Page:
A new venture is always exciting and premised with good intentions, but care should be taken to appropriately address risks associated with establishing a new business in the market.
On the back of the recent Australian startup, Unlockd, going from potential IPO to voluntary administration in the space of weeks, this article explores some risks and considerations that business owners and their advisers should address ahead of a full launch.
With reference to a real-life case-study; In 2016, Unlockd launched an app which rewards users for watching advertisements. The company built its business by using Google’s AdMob inventory to source most of its advertising content and had a reliance on the Google Play Store to feature its apps. When the potential IPO of Unlockd was communicated to the market, Google warned that it would withdraw its access to Google Play and AdMob services (citing a breach of a number of its policies). Unlockd claimed that it had received approval for its app for use with AdMob, “following exhaustive testing”.
A statement from Unlockd said the “ramifications of Google’s actions have had and continue to have a deep impact on the business when considering the valuation of Unlockd prior to these threats and the postponement of the planned IPO, which would have fuelled the continued growth and expansion of the business. As such, we have not been able to secure the capital we had expected to replace the IPO and therefore have been left no choice but to move into voluntary administration.”
Highlighted below are some key considerations, from a valuation perspective, when launching a new venture:
- Risk adjusted cash flows – New ventures typically exhibit financial cash flow projections with high growth assumptions. Further, there are likely to be several future potential growth scenarios. It’s important to risk adjust the cash flows and probability weight possible scenarios, to determine a reasonable data-set for all stakeholders to work with, and make informed decisions upon. In addition, professional scepticism should be applied to challenge the key assumptions and inputs to the financial projections.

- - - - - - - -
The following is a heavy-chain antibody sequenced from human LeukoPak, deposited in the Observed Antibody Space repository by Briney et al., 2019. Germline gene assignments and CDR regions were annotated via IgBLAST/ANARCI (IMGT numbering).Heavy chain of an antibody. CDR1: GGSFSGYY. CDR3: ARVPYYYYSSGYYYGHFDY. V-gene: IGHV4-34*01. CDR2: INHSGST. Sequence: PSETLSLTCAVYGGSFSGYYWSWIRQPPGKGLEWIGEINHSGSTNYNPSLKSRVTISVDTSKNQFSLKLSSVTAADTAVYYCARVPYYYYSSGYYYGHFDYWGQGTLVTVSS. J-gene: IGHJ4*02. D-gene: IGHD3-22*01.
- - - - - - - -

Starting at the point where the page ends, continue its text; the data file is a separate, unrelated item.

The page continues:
- Discount rate – Required equity returns applied in the valuation of early stage high growth ventures are typically in the range of 20% to 35% for IPOs, and anywhere in the range of 50% to 100% for pure startup operations. This reflects the inherent risks involved, which matches the cash flow profile, however also displays that the potential rewards could be great.
- Do the Valuation outcomes make sense? – Carefully consider if outcomes are reasonable, in terms of being both technically robust and commercial sound. Valuations (particularly in the case of startups) have many subjective elements, so it’s important to ‘triangulate’ results using a number of methods, and engage the unique skills of a valuation expert where possible.
- Operating model – Does the business have a dependency on key external suppliers, i.e. Google in our case-study above, and/or a highly concentrated customer base? A certain level of diversification may be worth it in the long-run.
- Maintain control of key assets – It’s important to build a defined strategy around the intangible elements of your business. This includes establishing controls in respect of retaining ownership and protecting the value of key intangible assets, including customer lists, brands, supplier contracts, software and other intellectual property.
- Get it in writing – Liaise with a qualified legal practitioner and ensure that key agreements with third-parties are appropriately documented. Consider the situation above between Unlockd and Google.
- Communication – The style and level of communication with the market and key stakeholders, including potential cornerstone investors is critical. Implications of a poor communication strategy can impact the ability to secure capital and instil a lack of confidence in your business proposition in the market.
- Embrace advice – The success of an entrepreneurial vision will not occur within a vacuum. Surround yourself with key advisers and good management, each of whom bring a different viewpoint and diverse array of important skills, to enable your business venture to grow and flourish.
By no means is the above list exhaustive, and there are typically many additional risks/matters that should be considered when embarking on a growth strategy.
A new venture has the potential to flourish and return extraordinary returns, but it is not without risk. Business owners and investors should ensure that all potential risks are duly considered. Economy and growth thrives on entrepreneurialism, but not without good measure and regard to commercial realities.
Nicole Vignaroli, Partner – Corporate Finance
Based on various empirical studies including Plummer, Sscherlis & Sahlman, Sahlman, Stevenson & Bhide and Harvard Business School
Also see my article “Brand: Strategy, Valuation and Protection”